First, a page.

- Use non-skid safety strips or a rubber bathmat on the bath bottom and add grab bars to the wall or edge of the bath for support.
- A removable showerhead with a long hose can make rinsing easier.
- A raised toilet seat, which ﬁts over your existing one, can help with getting up and down from the toilet.
- An occupational therapist can show you the most effective ways to get in and out of bed.
- Raise the height of the bed with correctly fitted equipment. Don’t use improvised raisers (such as wooden blocks or bricks or telephone directories)
- A ‘bed lever’ attaches to your bed and can help you to sit, lie, stand and steady
- Use ‘reachers’ to pick things off the floor or down from a shelf
- A chair that’s the right height for you with filled-in arms can be easier to get up from. Filled-in arms also stop magazines and TV remotes from falling through.
- Avoid raising your chair height with piles of cushions. This is bad for your back and can make getting out of the chair more difficult.
- Two banisters can be a real help with balance
- Stair lifts are also a good option for some people
Entrances and exits
- Making sure you have easy access to and from your home is as important as improving things inside
- Fitted handles on the side of a door frame can be helpful to get up and down a step. Adding a half step to reduce the height of the step can also help
- If you use a wheelchair sometimes, you might want to have ramps fitted, or use temporary ones
- If you use a wheelchair, you might need to widen doorways to fit through
- Grow plants in containers instead of in the ground
- Use long-handled garden tools saving you from getting down to ground level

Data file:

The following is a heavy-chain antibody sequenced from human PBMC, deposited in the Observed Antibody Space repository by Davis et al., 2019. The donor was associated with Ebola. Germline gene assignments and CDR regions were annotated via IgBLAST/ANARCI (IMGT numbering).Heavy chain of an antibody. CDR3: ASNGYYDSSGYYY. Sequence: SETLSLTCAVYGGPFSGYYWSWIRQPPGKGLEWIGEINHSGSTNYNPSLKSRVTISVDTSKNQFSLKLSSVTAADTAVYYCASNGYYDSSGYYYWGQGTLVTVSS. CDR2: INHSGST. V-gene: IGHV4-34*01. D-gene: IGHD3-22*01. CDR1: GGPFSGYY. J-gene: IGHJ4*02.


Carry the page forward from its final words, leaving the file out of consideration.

- Use automatic watering systems
- Paving or decking is generally easier to maintain and more accessible
The charity Thrive has more suggestions about making gardening accessible and enjoyable.
Planning larger adaptations
If you need to have bigger works done like putting in ramps or a lift, widening doors or installing a level access shower or wet room, you may get help with funding from your local council (or in Northern Ireland your Health and Social Care Trust). There are certain things you might want to consider, to make the process as smooth as possible:
- Works could take several weeks and involve different people, so write down everything you’ve discussed and agreed with everyone.
- Prepare for disruption: You can’t avoid it all, but you can keep it to a minimum.
- Make sure grants or other financial support are agreed before you do anything, including signing any contracts or scheduling work.
- Prepare by getting quotes and advice, including checking planning permission and building regulations. Your local Citizens Advice can help, as can the housing and social care departments of your local council (or trust in Northern Ireland).
- Tell your mortgage provider and home insurance provider what you are planning
For a full list, see our booklet Adaptations and your home.